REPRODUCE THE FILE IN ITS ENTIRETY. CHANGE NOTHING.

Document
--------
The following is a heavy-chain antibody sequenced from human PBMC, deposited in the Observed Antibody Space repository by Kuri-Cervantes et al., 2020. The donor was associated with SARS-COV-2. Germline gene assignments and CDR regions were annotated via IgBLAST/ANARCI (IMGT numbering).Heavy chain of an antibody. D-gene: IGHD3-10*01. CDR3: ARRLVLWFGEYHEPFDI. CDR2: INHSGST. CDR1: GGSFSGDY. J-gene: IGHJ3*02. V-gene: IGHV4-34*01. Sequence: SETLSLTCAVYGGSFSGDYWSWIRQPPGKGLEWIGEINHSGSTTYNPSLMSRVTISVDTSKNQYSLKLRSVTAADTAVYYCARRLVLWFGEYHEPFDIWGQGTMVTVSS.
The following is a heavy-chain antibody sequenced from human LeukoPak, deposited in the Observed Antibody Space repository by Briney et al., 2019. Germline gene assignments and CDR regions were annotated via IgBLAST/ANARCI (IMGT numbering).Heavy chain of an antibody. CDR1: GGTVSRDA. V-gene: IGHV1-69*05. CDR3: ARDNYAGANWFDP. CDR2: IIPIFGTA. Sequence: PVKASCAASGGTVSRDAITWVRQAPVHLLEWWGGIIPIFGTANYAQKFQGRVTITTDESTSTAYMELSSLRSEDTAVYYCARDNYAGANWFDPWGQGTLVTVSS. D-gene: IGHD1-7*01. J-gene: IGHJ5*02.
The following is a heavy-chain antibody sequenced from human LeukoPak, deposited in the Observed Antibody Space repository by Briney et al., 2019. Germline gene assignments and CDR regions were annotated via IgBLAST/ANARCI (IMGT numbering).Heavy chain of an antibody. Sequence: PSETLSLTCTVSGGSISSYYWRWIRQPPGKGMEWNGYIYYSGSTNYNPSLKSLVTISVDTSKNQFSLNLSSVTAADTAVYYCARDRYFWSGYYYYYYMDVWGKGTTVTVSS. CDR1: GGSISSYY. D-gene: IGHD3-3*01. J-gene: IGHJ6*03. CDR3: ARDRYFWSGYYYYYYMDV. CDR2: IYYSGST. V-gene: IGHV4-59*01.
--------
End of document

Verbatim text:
The following is a heavy-chain antibody sequenced from human PBMC, deposited in the Observed Antibody Space repository by Kuri-Cervantes et al., 2020. The donor was associated with SARS-COV-2. Germline gene assignments and CDR regions were annotated via IgBLAST/ANARCI (IMGT numbering).Heavy chain of an antibody. D-gene: IGHD3-10*01. CDR3: ARRLVLWFGEYHEPFDI. CDR2: INHSGST. CDR1: GGSFSGDY. J-gene: IGHJ3*02. V-gene: IGHV4-34*01. Sequence: SETLSLTCAVYGGSFSGDYWSWIRQPPGKGLEWIGEINHSGSTTYNPSLMSRVTISVDTSKNQYSLKLRSVTAADTAVYYCARRLVLWFGEYHEPFDIWGQGTMVTVSS.
The following is a heavy-chain antibody sequenced from human LeukoPak, deposited in the Observed Antibody Space repository by Briney et al., 2019. Germline gene assignments and CDR regions were annotated via IgBLAST/ANARCI (IMGT numbering).Heavy chain of an antibody. CDR1: GGTVSRDA. V-gene: IGHV1-69*05. CDR3: ARDNYAGANWFDP. CDR2: IIPIFGTA. Sequence: PVKASCAASGGTVSRDAITWVRQAPVHLLEWWGGIIPIFGTANYAQKFQGRVTITTDESTSTAYMELSSLRSEDTAVYYCARDNYAGANWFDPWGQGTLVTVSS. D-gene: IGHD1-7*01. J-gene: IGHJ5*02.
The following is a heavy-chain antibody sequenced from human LeukoPak, deposited in the Observed Antibody Space repository by Briney et al., 2019. Germline gene assignments and CDR regions were annotated via IgBLAST/ANARCI (IMGT numbering).Heavy chain of an antibody. Sequence: PSETLSLTCTVSGGSISSYYWRWIRQPPGKGMEWNGYIYYSGSTNYNPSLKSLVTISVDTSKNQFSLNLSSVTAADTAVYYCARDRYFWSGYYYYYYMDVWGKGTTVTVSS. CDR1: GGSISSYY. D-gene: IGHD3-3*01. J-gene: IGHJ6*03. CDR3: ARDRYFWSGYYYYYYMDV. CDR2: IYYSGST. V-gene: IGHV4-59*01.